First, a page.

For him, therefore, a true revolution had to incorporate the insights he had gained from his psychoanalytical work. His “vocation” was “to free the essential personal style of the individual from all that is alien, destructive, contradictory”. (10)
Revolution had to aim at nothing less than freeing the innate human spirit from the cage of conformism placed around it by authoritarian society.
“The psychology of the unconscious is the philosophy of the revolution… It is called upon to inwardly create capacity for freedom, invoked as the groundwork of revolution”, Gross argued. (11)
“Once it is shown that repressing the values of one’s own nature means sacrificing the highest human potential, a demand for revolution as the result of the psychology of the unconscious becomes absolute”. (12).
This was a mighty cultural challenge, he explained, which would require “an absolutely irreconcilable opposition to all things and individuals recognized today as authority and institution”. (13)
In common with other thinkers who inspire the organic radical philosophy, Gross regarded humankind as having been on the wrong path for many centuries. The harm that had been done needed to be undone before a decent way of living, based on unblocked human nature, could be restored.
He wrote, a year before he died at the tragically young age of 43: “The furthest-projected goal ultimately of the future can only be the undoing of an error of humanity, only the recapturing of a goodness and of a niveau lost an unimaginably long time ago, only the redemption of inherited guilt and its damning effects.
“No really new creation, but merely, as the highest that can be attained, a full recognition of the complete error, primordially, in everything – a backward-reaching revaluing of all values, a will to the reconstruction of the primordial basis for relationships, society, and to the development of culture which may then begin”. (14)
The freedom, and thus health, of any community depends on the freedom of the individuals who make it up.
A society in which too many have repressed their inner nature is no longer a healthy living social organism, but instead has become clogged up and diseased.
As I wrote some years ago: “Some human beings and their activities are acting as antigens, threatening the health of our species and our planetary superorganism. Other humans, in whom a sense of individual freedom is combined with a responsibility for the well-being of the whole, must therefore take on the role of antibodies”. (15)
I always imagined that these social antibodies would be found among the ranks of anarchists, since anarchism, is after all, the only political philosophy which calls for humankind to free itself from the chains of all authority.
But in the last year or so, I have come to realise that this is not necessarily the case. For one thing, the contemporary anarchist movement is unfortunately so compromised and ideologically degraded that it does not encourage such antibodies to emerge and see off social disease – instead it actually prevents them from doing so.
Secondly, and more positively, it has become clear that there are tens of thousands of natural antibodies – “the healthy ones, the fighters” in Gross’s terms – out there in society as a whole, aligned to all kinds of political positions and none, who are courageously stepping forward at this moment of immense danger to us all.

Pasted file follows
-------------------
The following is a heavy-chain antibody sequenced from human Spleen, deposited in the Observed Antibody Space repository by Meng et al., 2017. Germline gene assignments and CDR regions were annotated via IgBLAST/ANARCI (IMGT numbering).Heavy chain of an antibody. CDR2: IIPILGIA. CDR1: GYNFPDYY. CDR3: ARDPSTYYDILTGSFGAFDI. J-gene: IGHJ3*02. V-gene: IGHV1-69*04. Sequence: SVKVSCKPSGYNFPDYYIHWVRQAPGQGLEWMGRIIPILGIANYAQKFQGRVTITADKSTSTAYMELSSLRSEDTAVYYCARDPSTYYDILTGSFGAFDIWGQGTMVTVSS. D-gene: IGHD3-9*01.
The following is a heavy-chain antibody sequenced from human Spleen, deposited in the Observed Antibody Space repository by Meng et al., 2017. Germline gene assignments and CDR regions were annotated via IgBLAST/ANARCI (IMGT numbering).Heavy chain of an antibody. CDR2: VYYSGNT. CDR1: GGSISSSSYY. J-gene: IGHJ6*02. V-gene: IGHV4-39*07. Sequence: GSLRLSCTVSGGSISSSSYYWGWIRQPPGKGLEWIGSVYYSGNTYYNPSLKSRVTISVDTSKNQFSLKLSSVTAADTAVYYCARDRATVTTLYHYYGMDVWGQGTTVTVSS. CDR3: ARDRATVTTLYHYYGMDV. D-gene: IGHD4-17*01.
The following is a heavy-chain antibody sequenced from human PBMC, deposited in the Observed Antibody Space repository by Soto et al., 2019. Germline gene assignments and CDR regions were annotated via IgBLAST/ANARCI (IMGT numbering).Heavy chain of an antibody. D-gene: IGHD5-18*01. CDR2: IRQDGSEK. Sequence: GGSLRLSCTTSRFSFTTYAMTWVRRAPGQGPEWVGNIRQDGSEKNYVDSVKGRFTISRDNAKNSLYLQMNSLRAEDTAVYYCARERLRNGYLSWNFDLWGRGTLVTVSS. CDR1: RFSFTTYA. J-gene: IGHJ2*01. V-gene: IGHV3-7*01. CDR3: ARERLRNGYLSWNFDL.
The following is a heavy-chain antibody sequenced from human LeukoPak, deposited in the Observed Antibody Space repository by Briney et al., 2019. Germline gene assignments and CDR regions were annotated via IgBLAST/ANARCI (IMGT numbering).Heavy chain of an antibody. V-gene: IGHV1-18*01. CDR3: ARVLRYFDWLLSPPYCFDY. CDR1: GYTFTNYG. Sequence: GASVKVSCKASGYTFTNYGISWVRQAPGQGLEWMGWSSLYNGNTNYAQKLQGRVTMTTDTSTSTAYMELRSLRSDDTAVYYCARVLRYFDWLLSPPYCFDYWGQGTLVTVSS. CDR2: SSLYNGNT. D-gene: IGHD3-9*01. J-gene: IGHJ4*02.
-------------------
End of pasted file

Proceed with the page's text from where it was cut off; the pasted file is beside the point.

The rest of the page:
It is now clear to me that this is where hope lies. This is how our social organism is going to see off the Great Fascist Reset. This is what Landauer’s “spontaneous generation” of revolutionaries actually looks like.
It doesn’t matter if today’s rebels don’t call themselves anarchists or if they don’t agree on everything amongst themselves or with the likes of me.
“Anarchism” was only ever just a temporary political form taken by a much deeper and much older phenomenon – our timeless desire for life and freedom.
If anarchism, or any other political belief-system, ossifies to the point where it blocks that desire then it will simply be swept away by the tidal wave of authentic human vitality surging up to restore our natural happiness.
1. Gustav Landauer, For Socialism, trans. by David J Parent, (St Louis: Telos Press, 1978), p. 82 & p. 130.
2. Otto Gross, ‘On the Symbolism of Destruction’, 1913, Selected Works 1901-1920, trans. by Lois L. Madison (New York: Mindpiece, 2012), p. 266.
3. Otto Gross, ‘Situation des intellectuels’, Psychanalyse et Révolution: Essais, trans. by Jeanne Étoré (Paris: Éditions du Sandre, 2011), pp. 145-46.
4. Otto Gross, ‘Der Fall Otto Gross’, 1914, Von geschlechticher Not zur sozialen Katastrophe (Hamburg: Nautilus, 2000), pp. 75-76, cit. Gottfried M. Heuer, Freud’s ‘Outstanding’ Colleague/Jung’s ‘Twin Brother’: The suppressed psychoanalytic and political significance of Otto Gross (London & New York: Routledge, 2017), p. 36.
5. Gross, ‘On the Symbolism of Destruction’, Selected Works, p. 267.
6. Otto Gross, ‘On Overcoming the Cultural Crisis’, 1913, Selected Works, pp. 259.
7. Gross, ‘Situation des intellectuels’, Psychanalyse et Révolution, p. 147.
8. Otto Gross, ‘Protest and Morality in the Unconscious’, 1919, Selected Works, pp. 281-82.
9. Gross, ‘On Overcoming the Cultural Crisis’, Selected Works, p. 259.
10. Otto Gross, Letter to Else Jaffé, 1907-08, Otto Gross Archive, London, cit. Heuer, p. 87.
11. Gross, ‘On Overcoming the Cultural Crisis’, Selected Works, p. 257.
12. Gross, ‘Protest and Morality in the Unconscious’, Selected Works, p. 281.
13. Gross, ‘Protest and Morality in the Unconscious’, Selected Works, p. 284.
14. Otto Gross, ‘The Basic Concept of Communism in Paradisical Symbolism’, 1919, Selected Works, p. 279.
15. Paul Cudenec, Antibodies, anarchangels and other essays (Sussex: Winter Oak, 2013), pp. 43-44.